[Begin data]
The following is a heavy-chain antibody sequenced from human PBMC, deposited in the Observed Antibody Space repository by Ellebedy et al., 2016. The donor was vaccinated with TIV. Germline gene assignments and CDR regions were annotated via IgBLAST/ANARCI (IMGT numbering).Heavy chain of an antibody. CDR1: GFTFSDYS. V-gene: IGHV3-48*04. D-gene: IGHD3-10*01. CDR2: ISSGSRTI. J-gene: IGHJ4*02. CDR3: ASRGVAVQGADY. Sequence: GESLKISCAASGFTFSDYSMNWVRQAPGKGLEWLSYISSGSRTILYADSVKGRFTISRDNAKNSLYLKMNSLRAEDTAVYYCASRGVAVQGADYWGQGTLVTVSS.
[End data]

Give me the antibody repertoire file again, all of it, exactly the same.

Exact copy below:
The following is a heavy-chain antibody sequenced from human PBMC, deposited in the Observed Antibody Space repository by Ellebedy et al., 2016. The donor was vaccinated with TIV. Germline gene assignments and CDR regions were annotated via IgBLAST/ANARCI (IMGT numbering).Heavy chain of an antibody. CDR1: GFTFSDYS. V-gene: IGHV3-48*04. D-gene: IGHD3-10*01. CDR2: ISSGSRTI. J-gene: IGHJ4*02. CDR3: ASRGVAVQGADY. Sequence: GESLKISCAASGFTFSDYSMNWVRQAPGKGLEWLSYISSGSRTILYADSVKGRFTISRDNAKNSLYLKMNSLRAEDTAVYYCASRGVAVQGADYWGQGTLVTVSS.